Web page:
Jennifer O’Connell: Life lessons can be learned from earwigging on the train
The Philosopher says he’s going outside. This is surprising because the train is moving
‘Is it always this crowded? It’s a disgrace,’ says Pink Jumper, making a show of rummaging in her bag, while the ticket inspector waits. ‘You’d really want to put an extra carriage on.’
I’m on the train again, and I’m trying not to earwig, but she is very loud, this woman whose privacy I’m trying not to invade.
I have my headphones in, and I’m playing Spotify’s Music for Concentration playlist. There are two reasons for this particular playlist. The first is that I should actually be concentrating. And the second is that, should there be a headphones mishap, it’s much less embarrassing to be caught listening to electronica and modern classical than Bonnie Tyler. (I speak from experience here. I’m sure that column is still available in the archives somewhere.)
“They won’t teach Irish in schools anymore,” the voice of the woman I’m trying to ignore is saying. “It’s disgraceful, that’s what it is.”
“Why not?” the voice of another, older woman asks. They don’t seem to know each other, these women.
“Because there’s too many other religions.” I give up trying not to listen, and turn Music for Concentration down.
Pink Jumper is not buying the sleep story. He was up to no good in the toilet, she says, and he needn’t bother suggesting otherwise
“You can’t say ‘God bless you’ any more. You can only say ‘Excuse you’. I read it in the paper. It was in the paper on Sunday.”
“Was it now,” the other woman says in a tone that would quite like to put an end to the conversation. I steal a look between the seats. The woman who is worried about her the erosion of her religious and cultural freedom is nicely dressed in a fluffy pink jumper. Her glossy lipstick is slightly smudged. She has a water bottle on the table in front of her, but the liquid inside is an odd colour for water.
“But I believe in God. And I want to say ‘God bless you’. And now,” she says, slapping the table like a barrister rounding off their summation, an effect only somewhat diluted by the slight slur in her voice, “it’s against the law”.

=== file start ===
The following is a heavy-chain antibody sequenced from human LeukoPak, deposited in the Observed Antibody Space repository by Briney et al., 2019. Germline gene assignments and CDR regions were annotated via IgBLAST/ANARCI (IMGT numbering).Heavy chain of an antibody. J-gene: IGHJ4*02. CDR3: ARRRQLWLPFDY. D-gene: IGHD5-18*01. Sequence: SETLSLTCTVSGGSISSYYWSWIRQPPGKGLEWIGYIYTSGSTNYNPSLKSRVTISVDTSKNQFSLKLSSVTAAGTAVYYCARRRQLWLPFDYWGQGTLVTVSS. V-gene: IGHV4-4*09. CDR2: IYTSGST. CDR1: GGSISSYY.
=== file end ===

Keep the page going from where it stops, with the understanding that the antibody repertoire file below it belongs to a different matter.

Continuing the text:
“Allah means God too,” the man on her left suddenly says, in a clear voice. He has a very particular tattoo on his face. I can’t describe it in case it identifies him, but it gives him a philosophical look.
The carriage falls quiet as everyone stops to consider whether this is a call for greater tolerance and an appreciation of the futility of religious prejudice, or whether he’s just sharing something he recently learned. Pink Jumper tuts and looks out the window. I go back to Music for Concentration.
After a while, I hear the Philosopher excuse himself and get up. He’s going outside, he says. This is surprising, because the train is moving, and we’re nowhere near a station.
When he’s gone, the wind seems to go out of her sails. She stares after him, and out the window, and then she puts her head down on the table as if she’s going for a sleep. “Would you wake us at Carlow please, thank you so very much,” she says with exaggerated politeness to the woman opposite.
When they get to their stop, he seems unable to move for himself, and she has to help him off the train
She jolts awake a few stops later, at Athy. “Remember: CAR-LOW,” she says loudly. The woman dutifully wakes her at Carlow, but she only briefly lifts her head.
She wakes properly when the ticket inspector comes around. There is no sign of her ticket, and still no sign of the Philosopher, whom – she suggests in a long, and increasingly convoluted explanation – must have her ticket, only she doesn’t know where he is.
“Is it always this crowded? It’s a disgrace,” she says, making a show of rummaging in her bag, while the ticket inspector waits. “You’d really want to put an extra carriage on.”
The ticket inspector says he’ll come back when she’s had a chance to find the ticket.
At last, the Philosopher reappears. He is a bit unsteady as he takes his seat beside her. “Where were you?” she demands.
“Toilet,” he says.
“You were in there for nearly an hour,” she says. “I was busting me gut for the toilet there, and I couldn’t get in.”
He went to the toilet for a sleep, he says, his words spilling out in a slow, thick drawl. He hadn’t put his head down since 7 o’clock in the morning, and 7 o’clock every morning before that, and what did she expect him to do?
But Pink Jumper is not buying the sleep story. He was up to no good in the toilet, she says, and he needn’t bother suggesting otherwise. Clearly, he won’t be suggesting otherwise. There will, it seems, be no further interjections of any kind from him.
He now looks very far away, a man who has checked out of the here and now, his eyes tiny, distant pinpricks focused on something only he can see.
“He left me to raise one baby alone, and now he’s going to leave me to raise another one alone,” she tells the carriage in a forlorn voice. Suddenly, this woman who, not so long ago, was holding forth about the erosion of her religious and cultural freedom and giving out about crowded trains and foreigners, looks a lot less certain of her place in the world. She looks very young, and very alone.
When they get to their stop, he seems unable to move for himself, and she has to help him off the train.
As they shuffle past, this tiny woman with the much larger man draped around her, I hear her say: “You’re going to leave me alone to raise another baby, so help me.” And I’m worried that, on this at least, she’s right.